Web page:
8. This one is more an emotional and social lesson than a practical one. As your social circle expands, you may end up becoming friends with people who are well off, or even very rich. Personally, besides having the random rich friend here and there, I have worked with doctors for 15 years. They may often seem like aliens to you: Their houses, their cars, their priorities, and their problems. Sometimes you may feel like a deeper human, and even morally superior to them when they are having a meltdown to you about their interior decorator’s stubbornness, or the flakiness of their dog walker. You will listen patronizingly, knowing in your heart that it is you who Truly Knows What Is Important and they clearly do not. But chances are, they care just as much about their friends, family, and world peace as you do. Caring about one thing doesn’t mean you don’t care about another thing. Maybe they lack perspective and maybe they don’t. But be very careful about making assumptions when chances are you probably threw a fit about something petty in the past few weeks too- like Netflix taking too long to bring back goddamn Peaky Blinders.

Then there will be other times when you feel deeply ashamed that you are technically an adult yet you do not own a house or car like many others your age. There will be the inevitable times one of them will ask if you can be the one to drive to lunch, and a wave of embarrassment will wash over you as you direct them to your 15 year-old dingy car, with its musty smell and broken air conditioner. But always remember that you are not better or worse than they are- your circumstances are just different.

Lastly there will be days you end up on the phone with a friend who is innocently and excitedly telling you all about his new iPhone/Pad/Watch (his 3rd this year), his recent vacation to a tropical resort, or his $2000 rims. This conversation may happen to take place on the literal next day after you sobbed in a parking lot for half an hour because you had to bounce a $10 check to get your anti-depressant prescription filled because your car decided it needed two of its tires to explode in one pay period. That old feeling- you know, the punch-ey one, will return. Again, resist it. They are not calling you to make you feel like crap, they are calling you because they are excited about something and they want to share it with you because you are their friend. It is difficult to walk around with the knowledge that the thousand or so bucks they dropped on a new toy they will barely give a shit about in two weeks would mean the difference between you being able to fix your car and pay your bills that month, and a series of panic attacks in the middle of the night as you lie awake wondering how you are going to scrape by this time… but the thing is, A) You are not their responsibility and B) That doesn’t mean they don’t care about you. Repeat that as a mantra: YOU ARE NOT THEIR RESPONSIBILITY. And more importantly, you WILL get by. Because you know what you are doing. You know because you grew up broke.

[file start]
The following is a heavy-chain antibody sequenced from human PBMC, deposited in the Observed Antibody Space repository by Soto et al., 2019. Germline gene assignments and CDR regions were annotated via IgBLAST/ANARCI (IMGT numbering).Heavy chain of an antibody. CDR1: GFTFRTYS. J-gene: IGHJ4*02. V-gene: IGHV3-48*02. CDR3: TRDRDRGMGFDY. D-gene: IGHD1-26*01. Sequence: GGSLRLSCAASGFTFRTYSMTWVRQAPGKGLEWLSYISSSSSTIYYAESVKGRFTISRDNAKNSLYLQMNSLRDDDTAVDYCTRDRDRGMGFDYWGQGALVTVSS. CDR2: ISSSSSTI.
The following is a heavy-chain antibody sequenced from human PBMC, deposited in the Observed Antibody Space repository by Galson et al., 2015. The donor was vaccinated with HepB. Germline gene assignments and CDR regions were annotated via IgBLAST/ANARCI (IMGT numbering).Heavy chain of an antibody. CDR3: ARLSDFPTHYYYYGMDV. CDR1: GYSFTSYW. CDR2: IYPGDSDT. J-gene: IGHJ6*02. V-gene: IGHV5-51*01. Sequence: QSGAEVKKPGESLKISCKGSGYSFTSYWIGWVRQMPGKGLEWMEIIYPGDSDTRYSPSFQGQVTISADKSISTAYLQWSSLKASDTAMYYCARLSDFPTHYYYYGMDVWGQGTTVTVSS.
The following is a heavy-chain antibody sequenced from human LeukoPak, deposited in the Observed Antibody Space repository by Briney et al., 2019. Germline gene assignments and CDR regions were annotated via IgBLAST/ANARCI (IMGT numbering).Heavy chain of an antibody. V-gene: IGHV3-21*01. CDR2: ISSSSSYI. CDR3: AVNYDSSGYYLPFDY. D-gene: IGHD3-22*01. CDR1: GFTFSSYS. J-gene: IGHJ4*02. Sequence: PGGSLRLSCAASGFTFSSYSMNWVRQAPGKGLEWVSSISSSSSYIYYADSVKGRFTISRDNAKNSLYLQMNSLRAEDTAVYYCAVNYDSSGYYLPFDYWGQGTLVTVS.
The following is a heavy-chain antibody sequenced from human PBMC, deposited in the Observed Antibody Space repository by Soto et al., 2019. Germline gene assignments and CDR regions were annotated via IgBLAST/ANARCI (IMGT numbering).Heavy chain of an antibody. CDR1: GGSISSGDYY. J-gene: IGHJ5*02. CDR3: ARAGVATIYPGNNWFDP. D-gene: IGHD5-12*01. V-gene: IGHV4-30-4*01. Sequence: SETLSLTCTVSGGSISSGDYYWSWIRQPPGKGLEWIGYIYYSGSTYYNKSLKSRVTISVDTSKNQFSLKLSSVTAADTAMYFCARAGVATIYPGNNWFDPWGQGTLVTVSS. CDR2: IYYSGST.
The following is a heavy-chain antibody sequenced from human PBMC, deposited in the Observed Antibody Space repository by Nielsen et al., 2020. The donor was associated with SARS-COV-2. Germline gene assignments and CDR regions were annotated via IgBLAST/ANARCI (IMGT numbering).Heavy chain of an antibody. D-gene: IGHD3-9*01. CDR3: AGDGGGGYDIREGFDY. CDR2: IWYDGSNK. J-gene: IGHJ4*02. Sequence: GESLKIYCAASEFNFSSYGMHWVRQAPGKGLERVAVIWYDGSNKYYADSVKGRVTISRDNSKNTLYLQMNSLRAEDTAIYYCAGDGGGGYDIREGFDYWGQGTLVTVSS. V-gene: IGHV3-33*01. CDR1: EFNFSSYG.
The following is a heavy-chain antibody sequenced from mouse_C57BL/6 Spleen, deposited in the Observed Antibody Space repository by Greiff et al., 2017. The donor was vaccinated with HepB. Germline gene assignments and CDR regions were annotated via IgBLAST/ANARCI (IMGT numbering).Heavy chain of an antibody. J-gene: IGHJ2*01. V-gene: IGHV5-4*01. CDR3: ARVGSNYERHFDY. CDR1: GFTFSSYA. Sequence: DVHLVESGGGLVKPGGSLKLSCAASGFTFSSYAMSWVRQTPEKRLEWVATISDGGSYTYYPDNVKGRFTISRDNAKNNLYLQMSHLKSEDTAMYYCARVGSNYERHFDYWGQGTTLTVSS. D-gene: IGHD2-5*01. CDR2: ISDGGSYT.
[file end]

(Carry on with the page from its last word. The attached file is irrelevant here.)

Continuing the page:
Fam21

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About destielruinedmylife

Bios written in the third person weird me out. You are writing your own bio and we all know it. I am a single female person living in Southern California. I've traveled a whole lot. I am overly invested in more fictional characters than any grown-ass adult should be. I've wanted to marry Raistlin Majere ever since I was 12 and if you know who that is, it should tell you everything you need to know about my romantic choices as well as the depth of my nerdiness. I love being an Aunt. Tacos are the best food. I love rap music. I am still mad about Firefly being cancelled. I've run out of things to say. Bring me tacos.
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8 Responses to 8 Things I learned Growing Up Broke

  1. lkeke35 says:

    Excellent rundown on what it feels like to grow up poor.
    Have you read John Scalzi’s post on poverty?
    http://whatever.scalzi.com/2005/09/03/being-poor/

    Liked by 1 person

  2. bryndonovan says:

    I really enjoyed this! The specific details make it. I think there are a lot of things here that most people wouldn’t think about unless they had experienced it directly.

    I loved this: “You will listen patronizingly, knowing in your heart that it is you who Truly Knows What Is Important and they clearly do not. But chances are, they care just as much about their friends, family, and world peace as you do.”

    Great post.

    Liked by 1 person

  3. Wes says:

    Don’t f*ck with the Peeky Blinders!!! Nice piece. Hope all is well.

    Liked by 1 person

  4. Carol Farrell says:

    This is f….ing great! You SHOULD be proud.

    Liked by 1 person